Key questions to ask include:

  • Am I in a good position to convert some pretax money to after-tax money this year?
  • How close am I to “filling up” my current tax bracket, and do I have room for conversions?
  • How much tax savings disappear if I don’t take advantage of them before I file?
  • Does my employer retirement plan allow me to make after-tax contributions after I max out my salary deferrals? 

You might be able to discover buried tax savings by bundling your deductions. Tax deductions that wealthy people have relied on for years such as state and local tax deductions, including mortgage interest and charitable deductions, were seriously cut back through the TCJA of 2017. 

Now that the standard deduction is higher for 2023 ($27,700 if you’re married and filing jointly), you’ll need to be thoughtful about deductions that you can bundle to be able to itemize, like:4 

1. Charitable deductions: Pack several years of donations together and make sure you get receipts. 

2. Unreimbursed medical expenses: Consider accelerating or grouping medical procedures to help get over the 7.5% AGI floor in the same tax year. 

3. Mortgage interest and home equity lines of credit: Interest is deductible up to $750,000 in borrowing and potentially more depending on when you took your mortgage out  

Key questions to ask include:

  • Do I have expenses like property taxes and medical costs that I can bundle into this year along with my charitable contributions?
  • Should I consider paying down my mortgage instead of adding more money to my taxable brokerage account?
  • What deductions am I potentially missing out on?  

Some types of assets perform better in one type of account over another. Investing your assets with purpose can potentially help you lower your tax bill.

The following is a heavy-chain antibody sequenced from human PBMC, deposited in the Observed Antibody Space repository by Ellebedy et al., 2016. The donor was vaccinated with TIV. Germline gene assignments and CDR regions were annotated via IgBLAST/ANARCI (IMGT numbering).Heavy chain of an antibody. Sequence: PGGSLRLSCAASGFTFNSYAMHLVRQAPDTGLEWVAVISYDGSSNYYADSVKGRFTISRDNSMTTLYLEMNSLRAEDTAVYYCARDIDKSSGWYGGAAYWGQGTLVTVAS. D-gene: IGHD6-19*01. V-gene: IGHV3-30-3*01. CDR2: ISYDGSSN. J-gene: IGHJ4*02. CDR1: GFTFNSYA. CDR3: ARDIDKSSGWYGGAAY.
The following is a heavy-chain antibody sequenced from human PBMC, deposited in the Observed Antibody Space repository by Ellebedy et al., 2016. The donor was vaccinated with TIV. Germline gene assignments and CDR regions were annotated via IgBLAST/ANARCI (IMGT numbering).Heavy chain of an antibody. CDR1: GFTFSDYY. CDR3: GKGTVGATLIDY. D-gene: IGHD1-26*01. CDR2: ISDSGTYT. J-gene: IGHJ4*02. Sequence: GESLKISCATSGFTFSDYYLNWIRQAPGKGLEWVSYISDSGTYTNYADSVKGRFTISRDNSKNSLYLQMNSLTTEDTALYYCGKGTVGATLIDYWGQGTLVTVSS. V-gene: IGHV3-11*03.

Here are some examples of what this tax-saving strategy can look like: 

1. If you have an employer retirement plan: If your plan allows, why not max out after-tax contributions? 

2. If you’re self-employed or own your own business, make sure you have the right retirement plan. 401(k)s, SEP, and SIMPLE IRAs have different tax-deductible options. 

3. 529 college savings plans: They’re not just for college kids, and you can be the beneficiary and the owner to capture tax-free withdrawals. More and more states are now offering state income tax deductions for contributions including NJ, MA and CO to name a few.  

4. If you have a high deductible health care plan, you can leverage HSAs to cover medical expenses and invest for the future. 

It’s critical to extract as many tax deferral opportunities as possible from your investments before you file AND before lawmakers eliminate the tax advantages of each strategy. 

Key questions to ask include: 

  • Are my investments in the right accounts to maximize tax savings?